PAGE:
Dick Butkus, one of the greatest and most intimidating linebackers in NFL history, has died at the age of 80, his family and the Chicago Bears announced on Thursday. Butkus passed away “peacefully in his sleep overnight” at his home in Malibu, California, according to a statement from his family.
Dick Butkus was born in Chicago on December 9, 1942, and played his entire football career in his home state of Illinois. He attended Chicago Vocational High School, where he starred as a linebacker and a center.
Butkus then went on to play for the University of Illinois, where he was a two-time consensus All-American, the Big Ten Most Valuable Player in 1963, and the UPI Lineman of the Year in 1964. He led the Illini to a Rose Bowl victory in 1963 and was inducted into the College Football Hall of Fame in 1983.
Both Butkus and fellow Hall of Famer Gale Sayers were taken by the Chicago Bears in the top five in the 1965 NFL Draft. Butkus "always wanted to be a Bear" and was a member of the team from 1965 to 1973.
In addition, he made a name for himself right away as a game-changing force and ball hawk by finishing his debut season as the league's rookie interceptions leader with five. He received two NFL Defensive Player of the Year accolades in addition to his eight Pro Bowl nods in a row.
The late star retired with a record 22 interceptions and 27 fumble recoveries, and his hard hits on the field caused countless others. When needed, he would also kick extra points and return kickoffs for the Bears.
Butkus's persistent work and fierce competitiveness earned him a reputation as a top performer. In his rough age, he personified all that football was supposed to be. He was a fan favorite and considered by many to be one of the best linebackers in NFL history.
After Bill George and through Mike Singletary, Brian Urlacher, and others, he continued the tradition of excellence as a middle linebacker for the team. His teammates looked up to him and followed his example because of how hard he worked.
Despite Butkus’ greatness on the field, the Bears did not qualify for the playoffs once during his career, as Chicago struggled after George Halas stopped coaching in 1967. The team failed to finish above .500 for the remainder of Butkus’ playing days. Butkus' relentless approach also had a negative impact on his well-being.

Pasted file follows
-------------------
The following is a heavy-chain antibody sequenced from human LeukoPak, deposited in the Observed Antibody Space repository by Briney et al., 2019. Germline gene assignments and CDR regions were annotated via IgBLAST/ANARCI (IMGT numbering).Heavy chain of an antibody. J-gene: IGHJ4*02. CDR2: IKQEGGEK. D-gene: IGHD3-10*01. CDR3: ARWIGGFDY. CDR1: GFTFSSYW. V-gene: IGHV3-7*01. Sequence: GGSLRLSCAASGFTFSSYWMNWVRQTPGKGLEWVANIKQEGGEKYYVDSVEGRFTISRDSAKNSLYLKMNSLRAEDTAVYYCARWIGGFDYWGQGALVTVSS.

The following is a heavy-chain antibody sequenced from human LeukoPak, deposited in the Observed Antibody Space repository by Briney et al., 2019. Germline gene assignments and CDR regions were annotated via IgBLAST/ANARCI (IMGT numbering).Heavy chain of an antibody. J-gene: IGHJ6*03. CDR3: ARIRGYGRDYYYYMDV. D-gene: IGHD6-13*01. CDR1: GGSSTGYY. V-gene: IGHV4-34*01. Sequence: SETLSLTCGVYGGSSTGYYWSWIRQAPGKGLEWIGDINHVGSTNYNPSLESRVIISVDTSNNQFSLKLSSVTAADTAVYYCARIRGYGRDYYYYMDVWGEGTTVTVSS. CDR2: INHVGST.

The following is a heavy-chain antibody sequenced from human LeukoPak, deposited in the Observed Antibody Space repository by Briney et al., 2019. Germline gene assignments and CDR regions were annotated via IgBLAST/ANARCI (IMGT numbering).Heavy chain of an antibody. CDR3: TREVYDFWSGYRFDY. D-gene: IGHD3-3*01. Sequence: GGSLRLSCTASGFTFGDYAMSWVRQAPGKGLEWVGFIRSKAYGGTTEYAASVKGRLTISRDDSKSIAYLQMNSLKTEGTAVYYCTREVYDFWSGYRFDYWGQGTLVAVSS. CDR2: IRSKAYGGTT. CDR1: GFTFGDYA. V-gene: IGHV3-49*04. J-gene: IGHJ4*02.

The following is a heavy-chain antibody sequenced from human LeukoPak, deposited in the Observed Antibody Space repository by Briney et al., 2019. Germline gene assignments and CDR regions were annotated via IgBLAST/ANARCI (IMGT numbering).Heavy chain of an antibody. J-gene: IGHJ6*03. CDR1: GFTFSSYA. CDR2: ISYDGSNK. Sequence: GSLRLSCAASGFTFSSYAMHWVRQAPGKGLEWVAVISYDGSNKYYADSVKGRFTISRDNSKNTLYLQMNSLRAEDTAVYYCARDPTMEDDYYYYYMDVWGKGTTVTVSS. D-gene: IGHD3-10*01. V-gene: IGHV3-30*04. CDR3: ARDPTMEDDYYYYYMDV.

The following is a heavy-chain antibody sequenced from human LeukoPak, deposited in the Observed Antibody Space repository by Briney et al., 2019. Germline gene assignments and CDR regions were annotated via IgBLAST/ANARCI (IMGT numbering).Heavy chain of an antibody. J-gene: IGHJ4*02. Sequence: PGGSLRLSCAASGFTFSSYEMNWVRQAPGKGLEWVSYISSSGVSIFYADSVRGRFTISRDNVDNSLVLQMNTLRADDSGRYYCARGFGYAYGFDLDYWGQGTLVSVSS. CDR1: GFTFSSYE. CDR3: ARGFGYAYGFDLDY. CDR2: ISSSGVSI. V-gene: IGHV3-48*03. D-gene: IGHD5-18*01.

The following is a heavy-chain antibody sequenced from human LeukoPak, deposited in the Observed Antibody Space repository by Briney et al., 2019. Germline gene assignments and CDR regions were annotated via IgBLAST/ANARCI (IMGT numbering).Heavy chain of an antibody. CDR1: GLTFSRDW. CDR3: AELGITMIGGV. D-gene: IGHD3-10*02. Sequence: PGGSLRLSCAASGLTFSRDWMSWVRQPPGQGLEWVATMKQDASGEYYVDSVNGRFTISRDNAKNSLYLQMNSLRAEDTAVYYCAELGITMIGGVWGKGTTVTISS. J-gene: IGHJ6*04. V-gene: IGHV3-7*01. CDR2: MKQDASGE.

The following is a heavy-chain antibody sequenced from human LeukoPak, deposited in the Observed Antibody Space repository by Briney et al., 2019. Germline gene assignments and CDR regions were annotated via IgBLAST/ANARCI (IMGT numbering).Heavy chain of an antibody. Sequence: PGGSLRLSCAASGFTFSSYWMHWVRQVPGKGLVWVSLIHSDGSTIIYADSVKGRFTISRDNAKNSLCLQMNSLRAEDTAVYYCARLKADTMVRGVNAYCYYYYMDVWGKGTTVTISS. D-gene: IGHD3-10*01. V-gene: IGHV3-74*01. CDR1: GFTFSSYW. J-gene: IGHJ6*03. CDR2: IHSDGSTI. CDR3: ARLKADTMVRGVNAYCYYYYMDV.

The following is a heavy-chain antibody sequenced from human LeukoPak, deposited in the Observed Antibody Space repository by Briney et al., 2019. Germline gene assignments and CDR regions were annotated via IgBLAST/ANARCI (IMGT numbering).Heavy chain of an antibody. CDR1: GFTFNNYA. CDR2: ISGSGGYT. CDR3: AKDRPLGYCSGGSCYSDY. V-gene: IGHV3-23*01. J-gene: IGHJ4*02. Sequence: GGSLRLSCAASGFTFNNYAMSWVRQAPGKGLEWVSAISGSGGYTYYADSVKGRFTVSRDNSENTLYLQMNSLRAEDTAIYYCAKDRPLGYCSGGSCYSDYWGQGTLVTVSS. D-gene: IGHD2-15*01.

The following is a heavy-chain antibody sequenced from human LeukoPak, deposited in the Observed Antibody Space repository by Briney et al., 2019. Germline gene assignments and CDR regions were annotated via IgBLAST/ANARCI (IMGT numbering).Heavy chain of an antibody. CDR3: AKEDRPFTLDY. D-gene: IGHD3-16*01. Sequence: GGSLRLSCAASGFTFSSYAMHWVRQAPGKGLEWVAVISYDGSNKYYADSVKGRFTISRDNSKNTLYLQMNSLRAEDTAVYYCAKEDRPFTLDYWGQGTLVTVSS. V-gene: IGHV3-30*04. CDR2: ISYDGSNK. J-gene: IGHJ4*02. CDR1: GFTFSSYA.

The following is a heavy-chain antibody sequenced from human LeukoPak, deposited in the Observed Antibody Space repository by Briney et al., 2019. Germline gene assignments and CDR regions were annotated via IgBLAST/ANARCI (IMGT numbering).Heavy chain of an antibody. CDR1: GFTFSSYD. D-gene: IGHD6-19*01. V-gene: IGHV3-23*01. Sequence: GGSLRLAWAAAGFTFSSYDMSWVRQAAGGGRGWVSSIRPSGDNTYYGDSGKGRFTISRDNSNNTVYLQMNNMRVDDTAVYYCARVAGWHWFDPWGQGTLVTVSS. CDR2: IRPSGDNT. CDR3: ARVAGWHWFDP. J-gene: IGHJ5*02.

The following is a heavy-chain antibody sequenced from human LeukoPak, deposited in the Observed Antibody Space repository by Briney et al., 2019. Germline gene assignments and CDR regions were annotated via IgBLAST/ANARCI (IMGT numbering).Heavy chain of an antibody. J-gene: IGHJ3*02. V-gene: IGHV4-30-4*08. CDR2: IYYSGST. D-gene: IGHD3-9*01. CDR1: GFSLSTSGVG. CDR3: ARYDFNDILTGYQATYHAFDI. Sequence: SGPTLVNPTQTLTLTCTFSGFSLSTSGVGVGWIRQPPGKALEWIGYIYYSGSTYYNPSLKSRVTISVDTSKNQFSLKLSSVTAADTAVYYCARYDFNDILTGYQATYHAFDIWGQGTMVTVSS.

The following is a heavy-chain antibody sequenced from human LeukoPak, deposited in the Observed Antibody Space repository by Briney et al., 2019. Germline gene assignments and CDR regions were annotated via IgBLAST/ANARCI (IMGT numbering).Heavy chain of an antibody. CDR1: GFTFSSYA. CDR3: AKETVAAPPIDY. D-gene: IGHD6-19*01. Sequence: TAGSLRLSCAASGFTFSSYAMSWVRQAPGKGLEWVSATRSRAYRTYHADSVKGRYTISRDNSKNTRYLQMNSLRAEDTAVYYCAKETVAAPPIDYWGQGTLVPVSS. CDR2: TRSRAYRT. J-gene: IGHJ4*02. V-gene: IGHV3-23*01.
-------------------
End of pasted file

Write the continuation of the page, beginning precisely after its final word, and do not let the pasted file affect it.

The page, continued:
A right knee injury forced him to retire at the age of 31 following the 1973 season. He underwent several surgeries and sued the Bears and team doctors for negligence in treating his injury. The lawsuit was settled out of court in 1981.
Butkus was enshrined in the Pro Football Hall of Fame in 1979, becoming the youngest player ever to be inducted at that time. He was also named to the NFL’s 75th Anniversary All-Time Team, the NFL’s 100th Anniversary All-Time Team, and the Hall of Fame All-Decade Teams for the 1960s and 1970s. His jersey No. 51 was retired by the Bears.
After retiring from football, Butkus attempted a career in show business. The films Any Given Sunday, Necessary Roughness, Gremlins 2: The New Batch, and The Longest Yard all featured him in supporting roles. Television shows such as My Two Dads, Hang Time, MacGyver, Murder, She Wrote, and Malcolm in the Middle used him either as a main cast member or a guest star. He was a commentator for a number of networks including NBC, CBS, and ESPN.
Butkus leaves behind a wife (Helen), three kids (all grown up), and five grandkids. The family is grateful for the prayers and support from everyone. The Bears said they were "deeply saddened" by Butkus' demise and conveyed their sympathies to his family. They also promised to observe a moment of silence in his memory prior to their upcoming home game on October 15 against the Green Bay Packers.
The sports and entertainment industries have united in mourning Butkus' passing. There have been several tributes to Butkus on social media and in interviews with former and present players, coaches, commentators, celebrities, and fans. They laud his brilliance, resiliency, moral fiber, and legacy. They have shared their grief and appreciation for his contributions to the game and their lives.
Butkus was a legend who transcended football and inspired generations of fans and players. He was a Chicago icon who embodied the spirit and pride of the city and the Bears. He was a Hall of Famer who left an indelible mark on the history and culture of the sport. He will be remembered and missed by many as one of the greatest to ever play the game.